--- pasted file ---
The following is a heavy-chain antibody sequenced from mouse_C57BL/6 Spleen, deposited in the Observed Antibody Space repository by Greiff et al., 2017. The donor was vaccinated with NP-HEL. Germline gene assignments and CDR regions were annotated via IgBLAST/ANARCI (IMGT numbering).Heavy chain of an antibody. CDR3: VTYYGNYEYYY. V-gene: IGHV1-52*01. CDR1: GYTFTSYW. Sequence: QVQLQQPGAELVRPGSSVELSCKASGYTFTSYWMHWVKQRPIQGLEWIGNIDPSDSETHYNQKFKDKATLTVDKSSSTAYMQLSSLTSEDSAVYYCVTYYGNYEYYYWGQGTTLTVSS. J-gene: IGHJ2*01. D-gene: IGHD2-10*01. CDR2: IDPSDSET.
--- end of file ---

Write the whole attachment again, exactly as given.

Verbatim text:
The following is a heavy-chain antibody sequenced from mouse_C57BL/6 Spleen, deposited in the Observed Antibody Space repository by Greiff et al., 2017. The donor was vaccinated with NP-HEL. Germline gene assignments and CDR regions were annotated via IgBLAST/ANARCI (IMGT numbering).Heavy chain of an antibody. CDR3: VTYYGNYEYYY. V-gene: IGHV1-52*01. CDR1: GYTFTSYW. Sequence: QVQLQQPGAELVRPGSSVELSCKASGYTFTSYWMHWVKQRPIQGLEWIGNIDPSDSETHYNQKFKDKATLTVDKSSSTAYMQLSSLTSEDSAVYYCVTYYGNYEYYYWGQGTTLTVSS. J-gene: IGHJ2*01. D-gene: IGHD2-10*01. CDR2: IDPSDSET.